This isolation is starting to chip away at my sanity. I spoke with a friend the other day via text. She works full-time and is balancing the utterly impossible task of maintaining her work productivity while caring for three small children. Her partner is essential, working outside the home. She is broken down. Defeated. My heart goes out to her. It goes out to everyone:

a dear friend who lost her father suddenly to a heart attack
a best friend whose aunt passed away from COVID
a team member who is ready to have her first child without the family support she anticipated
cousins on both sides of the family who are working in a hospital setting
my nephew who has a compromised immune system
small business owner friends who aren’t sure if their business will survive this

So much uncertainty and pain.

My friend then said, “Well, you’ve got the best situation. You’re primarily a stay-at-home mom…you were meant for this. You know what to do with the kids and don’t have to worry about anything else. AND! You were a teacher! You’ve GOT this, girl.”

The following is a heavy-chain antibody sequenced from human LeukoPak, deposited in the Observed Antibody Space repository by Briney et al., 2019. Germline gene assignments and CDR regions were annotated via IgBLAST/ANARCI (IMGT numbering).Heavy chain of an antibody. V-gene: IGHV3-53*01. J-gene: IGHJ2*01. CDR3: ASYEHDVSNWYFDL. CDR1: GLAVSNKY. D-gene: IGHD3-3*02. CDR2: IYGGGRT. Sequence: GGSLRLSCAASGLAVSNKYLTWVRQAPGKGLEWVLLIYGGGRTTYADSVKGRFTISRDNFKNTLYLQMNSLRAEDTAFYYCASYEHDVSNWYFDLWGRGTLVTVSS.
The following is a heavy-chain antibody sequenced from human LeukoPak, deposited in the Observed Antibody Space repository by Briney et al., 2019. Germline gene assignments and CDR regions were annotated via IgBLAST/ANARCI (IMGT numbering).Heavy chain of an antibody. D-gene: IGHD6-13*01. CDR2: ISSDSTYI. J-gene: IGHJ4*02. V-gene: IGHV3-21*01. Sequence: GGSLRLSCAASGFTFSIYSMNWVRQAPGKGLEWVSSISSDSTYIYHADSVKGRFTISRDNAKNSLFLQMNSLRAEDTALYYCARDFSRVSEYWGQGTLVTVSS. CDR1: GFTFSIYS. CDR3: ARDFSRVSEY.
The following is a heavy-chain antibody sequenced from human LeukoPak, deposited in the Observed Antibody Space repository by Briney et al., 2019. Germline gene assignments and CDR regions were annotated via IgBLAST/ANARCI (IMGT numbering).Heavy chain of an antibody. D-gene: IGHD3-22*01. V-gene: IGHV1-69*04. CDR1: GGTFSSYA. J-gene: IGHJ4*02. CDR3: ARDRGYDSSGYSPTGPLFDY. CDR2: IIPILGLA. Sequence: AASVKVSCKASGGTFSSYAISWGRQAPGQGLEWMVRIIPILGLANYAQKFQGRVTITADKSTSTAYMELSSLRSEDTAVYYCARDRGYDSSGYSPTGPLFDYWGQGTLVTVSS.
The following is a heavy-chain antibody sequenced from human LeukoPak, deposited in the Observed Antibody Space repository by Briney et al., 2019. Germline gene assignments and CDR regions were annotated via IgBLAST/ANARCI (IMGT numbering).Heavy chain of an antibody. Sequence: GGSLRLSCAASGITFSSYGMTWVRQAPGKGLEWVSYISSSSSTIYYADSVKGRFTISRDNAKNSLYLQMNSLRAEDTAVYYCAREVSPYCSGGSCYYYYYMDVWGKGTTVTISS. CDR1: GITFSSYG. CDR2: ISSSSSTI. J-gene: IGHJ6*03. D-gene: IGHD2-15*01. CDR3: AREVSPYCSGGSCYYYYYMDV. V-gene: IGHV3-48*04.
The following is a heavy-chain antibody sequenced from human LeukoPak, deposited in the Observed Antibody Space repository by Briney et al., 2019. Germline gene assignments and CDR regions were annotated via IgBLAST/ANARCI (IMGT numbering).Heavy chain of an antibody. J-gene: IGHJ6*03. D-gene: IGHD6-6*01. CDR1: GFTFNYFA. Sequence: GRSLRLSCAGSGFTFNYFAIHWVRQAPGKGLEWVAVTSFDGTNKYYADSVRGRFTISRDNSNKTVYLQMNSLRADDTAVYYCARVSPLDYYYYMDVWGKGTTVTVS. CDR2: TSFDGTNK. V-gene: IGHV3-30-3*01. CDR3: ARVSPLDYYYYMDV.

I couldn’t reply. I cried…and hard.

In the first few weeks, I DID feel like I had things controlled in the house. We got into a rhythm. I rolled up my sleeves and dove into days filled with e-learning, refereeing, snack making, and so on. From roughly 7 AM-9 PM, I was ON it. I was keeping up that positivity for the mental well-being of my kiddos, staying active, working out, baking. And then working out some more. Then baking some more. Yes, I was a teacher for many years (for the record, I taught teens not littles-lol). I could manage the kids, organize and keep the metaphorical train on the track. But as we move to week seven of shelter-in-place, the isolation is what is most difficult. Since my co-workers are pint-sized, the only adult interaction I really get is at school pick up, drop off, and a few events here and there. With those taken away, it’s lonely. Really, really lonely. I hear my partner on phone calls all day and just want to jump in and grab the phone to talk to someone. Anyone.

I am grateful for the occasional virtual calls. I am grateful for my friends and my partner and my mom. I miss my family. I miss people. The extrovert in me is craving interaction. We’ll get there. I know we will. Until then, I am going to allow myself the bad days, the tears, and the woes. I will honor those feelings because they are truthful. I will continue to appreciate the cute kid moments, the projects, and the sweet treats…and know that with every rough moment or bad day, there’s a beautiful one waiting for me, for all of us.

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